Towards the Abolition of Privacy in Canada

I did this translation for my buddy Anarcat – to see the French original, go to his blog.

The conservative government, supported by the liberal "opposition", is presently working hard to establish a legal basis for greatly expanded telephone and electronic surveillance. In short, you can be spied on by your municipal, provincial and federal police without a warrant or any kind of warning. As a systems administrator for I am tasked with ensuring the security and confidentitality of your data, and am deeply troubled by this possibility. Canada, recognised internationally as a beacon of freedom on the internet, would align itself with the current international trends, as represented by the United States, China, and the European Union.

A Global Project of Arbitrary Surveillance

The Canadian plan is to force internet service providers (ISPs such as Koumbit, Bell Canada, Videotron and Google) to spy on you without warning you or obtaining a warrant. These ISPs will be forced to keep logs of your activities, and supply them to any police officer or other "authorized person", on demand. This information includes your:

Again, all this information would be provided to an authorised person without their ever having obtained a warrant from a judge. With their badge number and organisational affiliation, a cop can freely access all this information. The law is phrased in such a way that the ultimate authority to determine the legitimacy of such a request belongs to the "authorized person" making the request. The networks operators are simple intermediaries to the process of accessing your personal information.

Not only will ISPs need to conserve their logs, they will also need to conserve the content of communications passing over their network (Bill C47, article 6), which would impose an enormous additional cost to already fragile networks. Unlike the logs, the disclosure of this information would require a warrant, but in either case the ISP can be subject to a gag-order that would prevent it from informing you that your private information has been disclosed to the government.

The law provides for payment for these new espionnage services provided by ISPs. This will insure the complicity of the larger networks for whom providing such services would otherwise impose important new costs that they could not easily extort from their subscribers. In France and the UK such laws have been opposed by the ISPs on the grounds of their cost. This provision in the proposed Canadian law effectively undermines this basis for resistance.

Finally, the law indicates that encrypted communications (for instance, with your bank) must be conserved unencrypted by your ISP. This could make certain communications encryption services, such as Hushmail, inoperable, by forcing these services to conserve and share readable versions of the messages with the authorities (Bill C47, article 3.6). Presently, a judge can already order you to reveal your password in order to access your confidential information (as has been the case since 1993).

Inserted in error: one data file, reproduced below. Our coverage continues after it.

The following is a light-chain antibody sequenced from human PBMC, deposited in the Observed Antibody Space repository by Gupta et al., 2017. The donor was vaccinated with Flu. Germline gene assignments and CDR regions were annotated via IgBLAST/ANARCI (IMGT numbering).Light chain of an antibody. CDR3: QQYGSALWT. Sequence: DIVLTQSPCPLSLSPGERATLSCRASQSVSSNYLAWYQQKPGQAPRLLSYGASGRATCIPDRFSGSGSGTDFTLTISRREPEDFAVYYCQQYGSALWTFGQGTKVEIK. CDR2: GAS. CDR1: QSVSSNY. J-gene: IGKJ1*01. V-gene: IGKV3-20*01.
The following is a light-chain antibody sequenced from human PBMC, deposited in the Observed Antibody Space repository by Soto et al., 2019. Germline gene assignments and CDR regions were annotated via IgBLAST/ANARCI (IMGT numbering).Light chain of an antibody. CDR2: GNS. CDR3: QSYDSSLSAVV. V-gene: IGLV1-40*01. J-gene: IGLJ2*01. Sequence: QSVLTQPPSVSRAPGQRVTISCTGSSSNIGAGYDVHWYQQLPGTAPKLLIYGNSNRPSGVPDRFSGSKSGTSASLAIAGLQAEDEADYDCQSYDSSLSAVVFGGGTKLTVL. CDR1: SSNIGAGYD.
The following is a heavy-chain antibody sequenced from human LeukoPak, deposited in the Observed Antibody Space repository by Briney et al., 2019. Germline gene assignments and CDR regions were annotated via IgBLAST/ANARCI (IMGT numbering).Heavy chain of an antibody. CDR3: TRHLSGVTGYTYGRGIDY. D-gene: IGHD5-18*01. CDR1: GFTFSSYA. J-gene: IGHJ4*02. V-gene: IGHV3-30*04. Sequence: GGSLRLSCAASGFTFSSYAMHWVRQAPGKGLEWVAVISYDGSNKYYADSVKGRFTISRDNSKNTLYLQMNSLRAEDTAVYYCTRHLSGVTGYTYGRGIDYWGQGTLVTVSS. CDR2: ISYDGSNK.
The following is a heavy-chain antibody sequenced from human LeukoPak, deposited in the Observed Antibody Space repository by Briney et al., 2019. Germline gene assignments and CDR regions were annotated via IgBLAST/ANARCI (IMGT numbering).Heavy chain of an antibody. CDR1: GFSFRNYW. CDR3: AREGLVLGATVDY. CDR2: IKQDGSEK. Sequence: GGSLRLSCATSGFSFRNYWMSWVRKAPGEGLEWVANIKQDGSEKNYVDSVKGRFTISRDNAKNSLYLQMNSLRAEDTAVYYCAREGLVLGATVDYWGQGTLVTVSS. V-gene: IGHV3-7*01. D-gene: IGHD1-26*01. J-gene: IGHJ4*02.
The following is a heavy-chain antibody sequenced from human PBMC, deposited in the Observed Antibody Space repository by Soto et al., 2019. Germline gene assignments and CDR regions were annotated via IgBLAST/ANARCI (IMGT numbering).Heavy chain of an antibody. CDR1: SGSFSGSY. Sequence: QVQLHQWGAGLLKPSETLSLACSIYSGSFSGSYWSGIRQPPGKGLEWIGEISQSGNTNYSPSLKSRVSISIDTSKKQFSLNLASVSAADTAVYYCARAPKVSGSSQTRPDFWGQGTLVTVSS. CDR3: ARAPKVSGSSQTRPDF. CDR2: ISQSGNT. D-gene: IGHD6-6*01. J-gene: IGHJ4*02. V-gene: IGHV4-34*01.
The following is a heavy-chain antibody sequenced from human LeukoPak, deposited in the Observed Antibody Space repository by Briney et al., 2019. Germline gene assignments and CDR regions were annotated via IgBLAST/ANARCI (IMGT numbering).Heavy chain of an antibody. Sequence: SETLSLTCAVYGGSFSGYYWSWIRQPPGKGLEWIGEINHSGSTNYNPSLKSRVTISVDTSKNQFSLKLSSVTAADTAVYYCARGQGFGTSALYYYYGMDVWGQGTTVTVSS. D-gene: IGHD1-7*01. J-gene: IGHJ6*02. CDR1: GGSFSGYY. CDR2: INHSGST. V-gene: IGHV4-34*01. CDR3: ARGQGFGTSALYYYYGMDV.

As a network operator, becoming a government spy in the context of my work for a private organisation goes against my code of ethics. This puts into question my work, which consists of enabling people to communicate and publish their ideas, and not imposing global state surveillance. Koumbit has already dealt with the authorities in similar circumstances, and we collaborated to the extent provided by the law. These new laws, as written, would in no way have aided that investigation; they simply allow an abusive and unnecessary level of surveillance.

The Political Excuse

The cynical justification of this intrusion on our privacy is to enforce copyright and protect children from pedophilia. "We must protect our children from being lured over the internet", according to the conservatives, as if the internet was intrinsically a menace to the physical and psychological health of children. Television already constantly assaults us with scenes of unbridled violence and images of an abusive juvenile sexuality, and existing laws suffice to allow the police to do their work freely, but nonetheless the internet as a whole and its users are the target of increased control and surveillance. The objectives of these laws are much more pernicious and dishonest than they appear to be in the offical discourse, and MPs are collaborating in ignorance of the technical issues, or, if they understand them, maliciously.

The first objective is to allow the film and music industry lobby (meaning the CRIA, namely the Canadian branches of Warner Music, Sony BMG Music, EMI Music, and Universal Music)) to continue to make record profits while pursueing users who are presently freely and legally downloading music and television online. We have been talking for years about how to adjust copyright to this reality and the response is toadying up to international lobbies.

The second objective is to control the population and easily identify political agitators, wherever they are and whatever they are saying. Presently to do this, you need to get a judges approval and wade through some boring legal procedures. These procedures are fundamental protections in a state that respects human rights, and have worked well in the past. The state now wants direct access to this information without having to undertake these procedures and with the least possible constraints. This threatens radical political discourse or anyone who desires their privacy and wishes to preserve the confidentiality of their personal information. This constitutes a clear menace to social movements and to the security of the remnants of our democracy and must be fought at all levels.

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La version originale de cet article, en fran├žais, se trouve sur le blogue d’Anarcat.